Linked by Thom Holwerda on Mon 18th Jan 2010 16:06 UTC, submitted by fireball
ReactOS The ReactOS project aims to be an open source Windows NT-compatible operating system which can run Windows applications and utilise Windows drivers. Obviously, this is quite a daunting task, and as such, progress has been relatively slow. As a result, project coordinator and kernel developer Aleksey Bragin has proposed a rather drastic solution.
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Thanks for the clarification, there, I was confused too.

If I can ask a second, stupid question: what parts of the Win32 API run are kernel-mode? I thought the NT kernel/Win32 architecture design featured a small kernel, with layers built on top of it (in user mode) to generate the system interface that user applications see; basically, I thought that, by design, the Win32 interface was implemented in libraries and didn't penetrate down into the NT kernel itself?

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jjezabek Member since:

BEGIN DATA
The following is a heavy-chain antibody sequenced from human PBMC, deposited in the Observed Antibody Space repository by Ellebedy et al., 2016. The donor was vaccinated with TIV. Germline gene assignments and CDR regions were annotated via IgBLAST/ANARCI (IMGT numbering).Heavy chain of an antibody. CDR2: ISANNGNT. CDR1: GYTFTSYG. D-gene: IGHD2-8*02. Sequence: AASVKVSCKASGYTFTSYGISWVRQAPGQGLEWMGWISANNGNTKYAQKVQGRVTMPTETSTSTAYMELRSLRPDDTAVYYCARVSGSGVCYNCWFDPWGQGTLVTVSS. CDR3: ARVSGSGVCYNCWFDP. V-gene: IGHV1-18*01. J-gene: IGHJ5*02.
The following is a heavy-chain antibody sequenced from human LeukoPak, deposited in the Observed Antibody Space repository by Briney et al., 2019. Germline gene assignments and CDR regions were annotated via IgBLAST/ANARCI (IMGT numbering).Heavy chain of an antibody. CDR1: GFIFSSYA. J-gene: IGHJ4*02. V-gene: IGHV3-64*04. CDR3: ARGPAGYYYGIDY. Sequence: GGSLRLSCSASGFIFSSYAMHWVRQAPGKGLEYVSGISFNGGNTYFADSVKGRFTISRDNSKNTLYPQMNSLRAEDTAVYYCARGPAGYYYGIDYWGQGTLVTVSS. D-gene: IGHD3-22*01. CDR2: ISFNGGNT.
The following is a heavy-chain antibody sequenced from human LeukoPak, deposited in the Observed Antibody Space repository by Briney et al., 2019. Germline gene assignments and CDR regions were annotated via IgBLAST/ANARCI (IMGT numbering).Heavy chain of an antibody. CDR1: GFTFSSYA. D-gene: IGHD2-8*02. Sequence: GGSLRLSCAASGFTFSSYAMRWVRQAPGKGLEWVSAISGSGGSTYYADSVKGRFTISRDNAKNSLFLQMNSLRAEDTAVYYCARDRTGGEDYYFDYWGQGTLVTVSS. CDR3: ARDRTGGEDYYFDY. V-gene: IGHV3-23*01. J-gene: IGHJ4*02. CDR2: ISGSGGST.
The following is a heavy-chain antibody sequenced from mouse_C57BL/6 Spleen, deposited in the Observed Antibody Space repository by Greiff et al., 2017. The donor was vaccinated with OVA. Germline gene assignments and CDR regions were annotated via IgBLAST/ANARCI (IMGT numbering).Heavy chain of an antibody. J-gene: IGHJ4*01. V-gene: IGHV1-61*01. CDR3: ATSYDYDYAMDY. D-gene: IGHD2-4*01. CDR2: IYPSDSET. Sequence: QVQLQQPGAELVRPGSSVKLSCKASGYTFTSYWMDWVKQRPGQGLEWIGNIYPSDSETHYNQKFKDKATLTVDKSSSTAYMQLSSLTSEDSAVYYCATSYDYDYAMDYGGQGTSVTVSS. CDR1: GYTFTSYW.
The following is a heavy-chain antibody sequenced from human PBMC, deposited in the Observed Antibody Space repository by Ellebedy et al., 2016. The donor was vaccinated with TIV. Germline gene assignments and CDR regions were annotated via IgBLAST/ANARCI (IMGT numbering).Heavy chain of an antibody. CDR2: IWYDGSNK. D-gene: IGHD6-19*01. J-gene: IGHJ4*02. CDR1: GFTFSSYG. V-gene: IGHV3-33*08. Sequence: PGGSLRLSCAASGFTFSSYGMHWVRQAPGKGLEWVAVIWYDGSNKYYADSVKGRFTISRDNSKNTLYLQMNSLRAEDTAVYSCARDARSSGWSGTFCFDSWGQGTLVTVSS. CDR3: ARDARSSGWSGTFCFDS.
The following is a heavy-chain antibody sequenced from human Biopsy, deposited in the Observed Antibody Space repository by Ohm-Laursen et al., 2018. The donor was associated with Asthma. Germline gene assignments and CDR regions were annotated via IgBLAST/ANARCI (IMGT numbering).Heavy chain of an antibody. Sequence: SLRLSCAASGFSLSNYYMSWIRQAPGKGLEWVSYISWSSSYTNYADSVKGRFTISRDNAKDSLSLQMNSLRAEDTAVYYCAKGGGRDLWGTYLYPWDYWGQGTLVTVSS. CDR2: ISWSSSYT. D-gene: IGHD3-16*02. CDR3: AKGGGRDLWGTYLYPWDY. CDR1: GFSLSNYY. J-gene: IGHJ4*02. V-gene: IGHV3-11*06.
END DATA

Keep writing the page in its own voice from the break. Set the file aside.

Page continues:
The microkernel architecture was used in NT 3.1-3.51, but in NT 4 some performance critical components were moved to kernel-mode (although not into the NT kernel itself, which is a separate module). AFAIK this is when Win32k was born. This move resulted in a big performance improvement, but also in less clean design and some security risks (win32k has been exploited to elevate privileges).

I'm not sure what exactly goes to win32k, but at least some of the usermode GDI functions are thin wrappers that just call their kernel mode counterparts.

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boldingd Member since:

I find that to be... interesting. I remember reading some time ago that someone had added a similar facility to the Linux kernel -- the ability to take a user-mode process and promote it to kernel mode. The main use, I think, was to speed up system services like X, by reducing the number of times that it had to call into the kernel (as calling into the kernel from outside is apparently quite expensive). I think that a consensus was formed, tho, that promoting random userspace daemons - even if they where known, trusted and system-critical - into kernel space was a really, really terrible idea, for exactly that reason: an X bug become then becomes a kernel bug, and an X exploit becomes a kernel exploit. It's interesting that Microsoft apparently ran into the same problem, thought of the same solution... but opted for raw performance over potential security and stability costs.

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